LocationSeoul, South Korea
Design TeamJuliette Hyunju Lee, Alex Loyer Hughes, Kamala Hutauruk, Mike Gibson, Mana Mohammadkhani
General ContactorKingsmen Korea
From the architect.
Kapitol plays on the idea of the spacial, visual landmark as a gathering place. It creates a recognizable, iconic location in the space for people to gather, meet, socialize and eat in color! The organic “islands” not only infuse the space with character and contemporary aesthetic, they serve as a pivotal landmark around each column, where people meet and gather. The freeform ceiling opens the visual plane outwards and above and provide concealed local lighting and for eating.
The islands are centrifugal in arrangement, inviting users to interact, communicate and socialize in the space. This creates a lively dynamic setting which generates a sense of place for gathering and will ultimately make the space successful. The undulating perimeter of the area is perforated to create visual openings for service counters. Snack locations are “carved” into the surrounding perimeter creating with strong visual highlights for the eye inside. The floor plays off the linear patterns of the perimeter wall creating a strong wireframe that creates a sense of continuous dynamism and motion within the space.A strong dynamic presentation wall serves as a backdrop to the space creating a visual focal point while concealing vertical circulation from the communal space.
A soft and minimal organic cash counter will attract attention to the product on display and not the financial transaction behind. These dropped in “blobs” add character and color to the space. Not only are they strategically placed to capture and distribute intelligent circulation flow of the customer, but they also offer a recognizable landmark location within the space that makes purchasing and selecting easy for everyone.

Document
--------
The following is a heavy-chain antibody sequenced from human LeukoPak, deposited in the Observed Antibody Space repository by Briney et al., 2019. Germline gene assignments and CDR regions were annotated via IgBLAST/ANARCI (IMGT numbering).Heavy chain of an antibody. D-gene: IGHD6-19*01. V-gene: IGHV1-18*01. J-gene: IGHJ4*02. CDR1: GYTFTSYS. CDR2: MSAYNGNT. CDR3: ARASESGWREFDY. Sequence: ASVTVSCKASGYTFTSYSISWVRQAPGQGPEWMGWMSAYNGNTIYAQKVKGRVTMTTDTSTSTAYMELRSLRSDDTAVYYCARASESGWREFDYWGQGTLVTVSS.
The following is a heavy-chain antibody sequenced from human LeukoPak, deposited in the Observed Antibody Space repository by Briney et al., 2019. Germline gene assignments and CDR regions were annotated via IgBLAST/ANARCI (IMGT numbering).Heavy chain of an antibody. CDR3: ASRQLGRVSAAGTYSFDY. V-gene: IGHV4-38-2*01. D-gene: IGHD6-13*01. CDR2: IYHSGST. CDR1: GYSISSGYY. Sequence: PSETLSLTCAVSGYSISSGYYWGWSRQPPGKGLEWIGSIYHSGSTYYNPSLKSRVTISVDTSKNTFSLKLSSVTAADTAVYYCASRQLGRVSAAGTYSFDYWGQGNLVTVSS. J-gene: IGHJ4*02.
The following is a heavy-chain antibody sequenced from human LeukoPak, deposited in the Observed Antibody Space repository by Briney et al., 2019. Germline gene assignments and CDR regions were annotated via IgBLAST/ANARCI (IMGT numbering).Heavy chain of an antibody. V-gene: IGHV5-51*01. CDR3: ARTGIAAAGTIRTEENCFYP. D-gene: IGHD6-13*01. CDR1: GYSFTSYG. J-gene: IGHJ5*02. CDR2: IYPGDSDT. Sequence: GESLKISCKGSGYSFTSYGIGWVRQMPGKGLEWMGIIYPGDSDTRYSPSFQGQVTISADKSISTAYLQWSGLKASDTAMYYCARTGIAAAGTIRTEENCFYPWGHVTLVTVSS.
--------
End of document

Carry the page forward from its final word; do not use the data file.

As Gianfranco Zaccai once said, “Design has primarily focused on the visual and the tactile, but we are now.” The kinesthetic, the sensorium, the omniexperiential: the future will be made up of an orgy of experiences. The digital age has created a new hypersensitivity, a more exotic connection with our senses, and a kaleidoscope of stimuli, of information, of living, loving, and well-being. Design will always find new languages and mark our time on the planet and these ‘Techorganic’ works here speaks about this moment in which we live, and speaks about a new movement that will shape humanity.
I prefer a certain amorphous softness, soothing human forms, using new technologies, which I call technorganic objects. Don’t’ forget we take design too seriously sometimes. Design development is serious but the consumer should sense a playfulness to elevate their lives, to make them happier. Humor is the underlying most important part of our human condition – I think everything should be smart and beautiful and holistically designed – meaning it is experimental and ecological, but in everything I inject some human spirit of humor – because it lightens up this overtly-serous thing we call LIFE.
The true spirit of the Technorganic world is where organics meets technology and Orgonomics – where commerce, organics, and ergonomics all converge to shape an industrial world that is sensual, beautiful, poetic, voluminous, and so human. Flowing semantic beauty that touches and inspires my life.
Kapitol - Technorganic “K”apitolizes on these concepts and introduces strong wood grain patterns along the perimeter wall. Flooring patterns are two toned with subtle variation. Tables and seating are accented to highlight color in the space. Lime, Orange, Pink and Blue come together with Wood Grain to form the Technorganic Palette.